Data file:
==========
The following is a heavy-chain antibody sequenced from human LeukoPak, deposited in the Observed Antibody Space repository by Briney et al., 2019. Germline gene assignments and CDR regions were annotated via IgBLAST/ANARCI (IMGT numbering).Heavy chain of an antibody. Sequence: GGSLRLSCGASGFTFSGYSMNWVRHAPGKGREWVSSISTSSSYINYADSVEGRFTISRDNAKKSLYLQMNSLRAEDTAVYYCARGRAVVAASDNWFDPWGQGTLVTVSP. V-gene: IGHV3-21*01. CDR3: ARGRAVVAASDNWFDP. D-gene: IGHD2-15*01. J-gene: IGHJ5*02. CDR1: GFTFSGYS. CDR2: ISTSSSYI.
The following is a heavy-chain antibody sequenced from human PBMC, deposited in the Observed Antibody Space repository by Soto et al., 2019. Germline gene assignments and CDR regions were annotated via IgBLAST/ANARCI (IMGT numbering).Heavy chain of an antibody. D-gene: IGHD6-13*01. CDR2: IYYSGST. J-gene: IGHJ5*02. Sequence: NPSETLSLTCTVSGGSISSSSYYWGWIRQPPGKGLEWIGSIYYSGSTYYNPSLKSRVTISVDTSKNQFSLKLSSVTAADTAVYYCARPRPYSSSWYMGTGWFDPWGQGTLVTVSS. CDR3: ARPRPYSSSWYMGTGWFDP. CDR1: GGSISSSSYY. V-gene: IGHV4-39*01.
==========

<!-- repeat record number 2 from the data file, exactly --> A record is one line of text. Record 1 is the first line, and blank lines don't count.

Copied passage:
The following is a heavy-chain antibody sequenced from human PBMC, deposited in the Observed Antibody Space repository by Soto et al., 2019. Germline gene assignments and CDR regions were annotated via IgBLAST/ANARCI (IMGT numbering).Heavy chain of an antibody. D-gene: IGHD6-13*01. CDR2: IYYSGST. J-gene: IGHJ5*02. Sequence: NPSETLSLTCTVSGGSISSSSYYWGWIRQPPGKGLEWIGSIYYSGSTYYNPSLKSRVTISVDTSKNQFSLKLSSVTAADTAVYYCARPRPYSSSWYMGTGWFDPWGQGTLVTVSS. CDR3: ARPRPYSSSWYMGTGWFDP. CDR1: GGSISSSSYY. V-gene: IGHV4-39*01.